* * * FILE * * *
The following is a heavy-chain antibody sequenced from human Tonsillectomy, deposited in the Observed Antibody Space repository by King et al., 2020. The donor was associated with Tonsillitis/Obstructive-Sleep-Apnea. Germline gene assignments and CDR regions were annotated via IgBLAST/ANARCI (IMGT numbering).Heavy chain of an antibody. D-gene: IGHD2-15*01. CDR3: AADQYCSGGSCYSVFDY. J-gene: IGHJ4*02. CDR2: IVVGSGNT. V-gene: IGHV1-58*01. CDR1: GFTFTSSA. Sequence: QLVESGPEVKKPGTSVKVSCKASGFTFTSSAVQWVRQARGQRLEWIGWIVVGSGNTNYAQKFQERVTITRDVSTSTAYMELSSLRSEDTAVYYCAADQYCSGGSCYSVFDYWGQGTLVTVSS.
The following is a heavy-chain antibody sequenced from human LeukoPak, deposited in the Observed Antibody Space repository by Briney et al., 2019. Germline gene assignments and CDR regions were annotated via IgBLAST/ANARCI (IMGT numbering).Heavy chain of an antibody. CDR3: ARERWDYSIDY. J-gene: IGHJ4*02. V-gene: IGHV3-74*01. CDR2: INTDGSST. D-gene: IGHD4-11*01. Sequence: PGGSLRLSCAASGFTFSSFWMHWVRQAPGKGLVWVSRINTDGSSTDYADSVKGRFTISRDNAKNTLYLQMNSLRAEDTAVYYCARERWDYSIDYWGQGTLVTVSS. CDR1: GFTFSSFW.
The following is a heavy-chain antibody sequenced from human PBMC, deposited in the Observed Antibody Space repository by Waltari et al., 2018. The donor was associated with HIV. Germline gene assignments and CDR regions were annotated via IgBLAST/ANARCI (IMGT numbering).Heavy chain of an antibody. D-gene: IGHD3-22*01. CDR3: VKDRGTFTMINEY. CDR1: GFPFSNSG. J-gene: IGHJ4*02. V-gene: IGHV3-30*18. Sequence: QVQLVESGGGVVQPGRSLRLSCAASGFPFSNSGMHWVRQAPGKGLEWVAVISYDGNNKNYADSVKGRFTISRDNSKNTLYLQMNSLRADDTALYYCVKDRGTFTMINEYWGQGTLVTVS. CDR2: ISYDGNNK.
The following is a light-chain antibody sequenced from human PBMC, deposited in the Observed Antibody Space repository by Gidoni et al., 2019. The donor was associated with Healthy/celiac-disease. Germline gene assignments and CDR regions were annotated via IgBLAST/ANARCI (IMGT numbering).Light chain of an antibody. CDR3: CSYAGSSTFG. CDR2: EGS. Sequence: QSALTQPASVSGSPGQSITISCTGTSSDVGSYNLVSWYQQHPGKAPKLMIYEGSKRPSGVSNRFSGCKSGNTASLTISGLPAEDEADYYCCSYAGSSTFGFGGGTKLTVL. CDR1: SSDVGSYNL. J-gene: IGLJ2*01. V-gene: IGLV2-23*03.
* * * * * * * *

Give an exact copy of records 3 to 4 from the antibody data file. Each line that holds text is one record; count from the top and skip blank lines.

The following is a heavy-chain antibody sequenced from human PBMC, deposited in the Observed Antibody Space repository by Waltari et al., 2018. The donor was associated with HIV. Germline gene assignments and CDR regions were annotated via IgBLAST/ANARCI (IMGT numbering).Heavy chain of an antibody. D-gene: IGHD3-22*01. CDR3: VKDRGTFTMINEY. CDR1: GFPFSNSG. J-gene: IGHJ4*02. V-gene: IGHV3-30*18. Sequence: QVQLVESGGGVVQPGRSLRLSCAASGFPFSNSGMHWVRQAPGKGLEWVAVISYDGNNKNYADSVKGRFTISRDNSKNTLYLQMNSLRADDTALYYCVKDRGTFTMINEYWGQGTLVTVS. CDR2: ISYDGNNK.
The following is a light-chain antibody sequenced from human PBMC, deposited in the Observed Antibody Space repository by Gidoni et al., 2019. The donor was associated with Healthy/celiac-disease. Germline gene assignments and CDR regions were annotated via IgBLAST/ANARCI (IMGT numbering).Light chain of an antibody. CDR3: CSYAGSSTFG. CDR2: EGS. Sequence: QSALTQPASVSGSPGQSITISCTGTSSDVGSYNLVSWYQQHPGKAPKLMIYEGSKRPSGVSNRFSGCKSGNTASLTISGLPAEDEADYYCCSYAGSSTFGFGGGTKLTVL. CDR1: SSDVGSYNL. J-gene: IGLJ2*01. V-gene: IGLV2-23*03.